The pieces flow together and transition effortlessly as Bertrand bounces through the abyss with an assurance and tranquillity that’s soothing, but nevertheless strange.

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Ben Bertrand – NGC 1999

6th June 2017

Christopher Nosnibor

Mention Surrealism and the chances are Dali will be the first – and perhaps only – name mentioned by many. Breton, Ernst, Magritte may follow, but the chances are few would likely mention Beat luminary Brion Gysin, who was ejected from the Surrealists on the eve of a major exhibition. The fact of the matter is that Surrealism covers a broad territory, and is represented by myriad lesser known – although by no means lesser value – artists in all media. Leonara Carringon may be competitively obscure – as, indeed, are most women in Surrealism – but the English-born Mexican artist was both a painter, and novelist, who not only received an OBE but is also notable as being one of the last surviving members of the 1930s Surrealist movement, living until 2011.

This album (originally released by Wist Rec) is based on Carringon’s works, and the accompanying text quotes lines penned by Carringon: ‘Ice ages pass, and although the world is frozen over we suppose someday grass and flowers will grow again. In the meantime I keep a daily record on three wax tablets. After I die Anubeth’s werecubs will continue the document, till the planet is peopled with cats, werewolves, bees and goats. We all fervently hope that this will be an improvement on humanity, which deliberately renounced the Pneuma of the Goddess.’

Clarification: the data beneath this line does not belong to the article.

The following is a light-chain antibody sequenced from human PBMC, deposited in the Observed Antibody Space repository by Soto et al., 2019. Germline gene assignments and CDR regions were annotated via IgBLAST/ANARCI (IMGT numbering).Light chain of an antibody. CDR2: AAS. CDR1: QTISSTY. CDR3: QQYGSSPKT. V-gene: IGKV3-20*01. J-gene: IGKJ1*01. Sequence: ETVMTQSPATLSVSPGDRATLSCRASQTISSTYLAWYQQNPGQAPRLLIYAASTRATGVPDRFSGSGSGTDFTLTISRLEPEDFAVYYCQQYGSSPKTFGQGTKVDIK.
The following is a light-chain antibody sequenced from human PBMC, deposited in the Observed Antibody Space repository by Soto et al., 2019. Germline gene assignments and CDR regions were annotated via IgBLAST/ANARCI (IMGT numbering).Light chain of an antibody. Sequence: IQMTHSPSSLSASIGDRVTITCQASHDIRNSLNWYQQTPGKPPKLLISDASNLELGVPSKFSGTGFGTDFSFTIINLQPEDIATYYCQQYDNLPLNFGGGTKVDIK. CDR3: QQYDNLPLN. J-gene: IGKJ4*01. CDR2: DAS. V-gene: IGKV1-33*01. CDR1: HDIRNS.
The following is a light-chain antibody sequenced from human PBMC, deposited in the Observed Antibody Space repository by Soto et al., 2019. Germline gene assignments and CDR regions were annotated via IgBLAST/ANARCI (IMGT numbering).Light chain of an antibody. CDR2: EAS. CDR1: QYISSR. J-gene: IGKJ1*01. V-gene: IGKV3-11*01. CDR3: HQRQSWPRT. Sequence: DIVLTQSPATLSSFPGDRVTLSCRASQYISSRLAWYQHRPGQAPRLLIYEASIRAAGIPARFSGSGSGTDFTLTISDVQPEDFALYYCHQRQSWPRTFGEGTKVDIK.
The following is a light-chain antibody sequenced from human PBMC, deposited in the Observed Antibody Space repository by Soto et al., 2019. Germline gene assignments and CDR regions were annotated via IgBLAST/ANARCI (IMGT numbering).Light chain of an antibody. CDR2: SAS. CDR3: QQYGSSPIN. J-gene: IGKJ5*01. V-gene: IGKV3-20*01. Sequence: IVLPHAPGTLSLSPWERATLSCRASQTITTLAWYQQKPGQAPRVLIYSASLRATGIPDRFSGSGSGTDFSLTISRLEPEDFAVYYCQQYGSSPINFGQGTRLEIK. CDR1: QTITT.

Clara Engel, meanwhile, has built quite a body of work, and has also featured on a number of other works, including Aidan Baker’s Already Drowning in 2013. This is album is not overtly Surreal in its sound or delivery, but then again, it does forge an atmospheric depth that reaches into the subconscious and the further reaches of the listener’s psyche.

From the chiming minimal post-rock leanings of ‘Birdheaded Queen’ to the delicate, almost folky ‘Anubeth’s Song (Burn Eternally)’ (although it’s more the arboreal, ancient folk patina of latter-day Earth than anything most would recognise as ‘folk’), the album’s five compositions explore the spaces between the notes and use them to pull the listener in almost imperceptibly.

Soft piano notes and delicately-picked guitar are the primary instruments which provide the backdrop to strong imagery of animal devourment, transformation, and otherworldliness, not to mention infinite intangibles depicted in the most visually engaging of ways. Engel draws together a mesmerising, magical vocal style with compelling yet understated approach to arrangement and lyrical composition. Simple motifs and structures accrue power through repetition.

‘Microgods of the Subatomic Words’ is a splendorous work, brimming with rippling, shimmering electronic atmospherics over a solid but restrained rhythm. ‘The Ancestor’ is slow and sparse and ponderous: echo-laden guitar notes ring out into the thick air and hang, slowly resonating.

Engel’s voice conveys emotional depth, is rich and possesses an ethereal otherness, a kind of disembodied, abstract spirituality that’s haunting and deeply evocative. Exquisitely played and beautifully nuanced, it all combines to make for an album which is subtly strong.

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Clara Engel – Songs for Leonora Carrington